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Episode Transcript

In our previous episode, we learned that more than $250 billion a year is spent in the U.S. on advertising. Globally, the figure is nearly $600 billion. That’s more than half a trillion dollars — on advertising. Because of the digital revolution, television advertising has lost some of its primacy. But TV still accounts for roughly a third of ad spending in the U.S.; the Super Bowl alone brings in more than $300 million.

And how effective is all that TV advertising? I mean, how good is it at actually selling the products it’s telling you to buy? The conventional wisdom says it’s got to be effective; why else would companies spend so much money on it? But the data tell a different story. Here’s what we heard last week from Anna Tuchman. She’s a marketing professor at Northwestern University, and she recently co-authored a massive study on the efficacy of TV advertising:

Anna TUCHMAN: This means that doubling the amount of advertising would lead to about a 1 percent increase in sales. 

Stephen DUBNER: So, your research argues that TV advertising is about 15 to 20 times less effective than the conventional wisdom says, yes? 

TUCHMAN: That’s right. 

There are, not surprisingly, objections to this research. Especially, from the marketing industry. For instance, they’ll point to the brand-building aspect of advertising: “It’s not just about short-term sales,” they’ll say. Or the game-theory aspect — that is, if you don’t advertise your product and your rivals do, where does that leave you? Still, any company that spends even thousands of dollars on TV ads, much less millions or billions, would have to be sobered by Anna Tuchman’s findings.

Was TV advertising always so inefficient — or did it lose its luster recently with the arrival of digital giants like Google and Facebook? We don’t know the answer to that question. What we do know is that people are spending more time online than ever before, and that digital advertising holds the promise of matching advertisers precisely to the people who want their products.

Keith WEED: At the end of the day, everything around marketing strategy is around segmentation. 

That’s the former chief marketing officer of Unilever, Keith Weed.

WEED: The more relevant you are to the audience, the more interested they’ll be in your message, and the more interested they’ll be in your message, the more likely they are to buy your product.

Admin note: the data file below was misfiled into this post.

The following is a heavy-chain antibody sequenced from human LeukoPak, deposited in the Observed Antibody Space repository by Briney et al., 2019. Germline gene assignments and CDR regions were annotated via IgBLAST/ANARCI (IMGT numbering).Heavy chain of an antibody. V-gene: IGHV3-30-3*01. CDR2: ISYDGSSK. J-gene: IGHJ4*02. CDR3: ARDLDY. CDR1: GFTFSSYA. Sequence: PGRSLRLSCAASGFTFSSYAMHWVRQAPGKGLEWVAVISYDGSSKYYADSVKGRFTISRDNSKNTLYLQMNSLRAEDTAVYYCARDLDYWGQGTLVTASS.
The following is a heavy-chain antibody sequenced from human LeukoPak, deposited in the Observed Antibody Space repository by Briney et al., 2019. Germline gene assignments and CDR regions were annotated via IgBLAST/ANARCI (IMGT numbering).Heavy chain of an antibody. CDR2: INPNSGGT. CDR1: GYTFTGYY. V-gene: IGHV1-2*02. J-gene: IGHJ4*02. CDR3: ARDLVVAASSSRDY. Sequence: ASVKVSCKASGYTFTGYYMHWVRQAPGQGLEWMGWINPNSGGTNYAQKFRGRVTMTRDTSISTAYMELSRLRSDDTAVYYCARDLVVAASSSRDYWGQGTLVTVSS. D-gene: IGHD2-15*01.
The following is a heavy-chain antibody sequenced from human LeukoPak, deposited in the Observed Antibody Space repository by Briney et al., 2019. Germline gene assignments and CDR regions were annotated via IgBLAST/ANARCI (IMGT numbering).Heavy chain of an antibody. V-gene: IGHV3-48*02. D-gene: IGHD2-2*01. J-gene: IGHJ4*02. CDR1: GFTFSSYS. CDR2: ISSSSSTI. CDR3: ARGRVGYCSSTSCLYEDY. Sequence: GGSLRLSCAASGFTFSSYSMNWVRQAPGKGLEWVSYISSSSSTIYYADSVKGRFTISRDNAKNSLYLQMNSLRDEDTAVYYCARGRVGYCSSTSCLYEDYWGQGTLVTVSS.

And thanks to the cookies on your phone or computer — such a cute name for such a powerful tracking device — you are constantly telling the companies who installed those cookies exactly what you are interested in. You also tell them where you live; what you wear and listen to and eat; what kind of people you hang out with; which God, if any, you believe in; which political party you hate less than the other.

WEED: Yes. The thinking behind advertising has changed radically with the arrival of digital and data.

The internet has made it almost too easy to sell to us. And sell to us they do. Last year, advertisers spent $123 billion on internet ads in the U.S., just less than half the total ad spending across all media. That’s how Facebook and Alphabet, the parent company of Google, have become two of the most valuable companies in the world. More than 80 percent of Google’s revenue comes from advertising; more than 98 percent of Facebook’s revenue comes from advertising. With so many advertisers spending so many billions, they must be getting a healthy return on their investment, right? So, digital advertising must be effective, right?

Steve TADELIS: Uh.

Tim HWANG: Um. 


Today, on Freakonomics Radio: a hard look at the hard-to-find evidence around digital advertising.

HWANG: “Oh, ads definitely work. But we can’t tell you how or why or give you any evidence for it.”

*      *      *

Steve Tadelis is a professor at the Haas School of Business at the University of California, Berkeley.

TADELIS: Yes. And I teach and do research in economics. 

A lot of his research is on the economics of the internet. Back in 2011, he started doing some work with eBay.

TADELIS: I was asked to hire and lead a team of economists and work with a variety of the businesses within eBay.

The hiring of prominent academic economists is a long-standing practice at tech firms. Hal Varian, also from Berkeley, has worked for years as chief economist at Google; John List, from the University of Chicago, has done similar work, first at Uber and now at Lyft. So, here was Steve Tadelis at eBay:

TADELIS: And at one point, one of the directors there realized that as economists, we should know something about econometrics, which is the statistics of measuring economic activity. And they wanted to see if we could vet a consultant that they recently hired, a consulting firm, to do quantitative marketing analytics and help eBay figure out how to spend their scarce marketing dollars.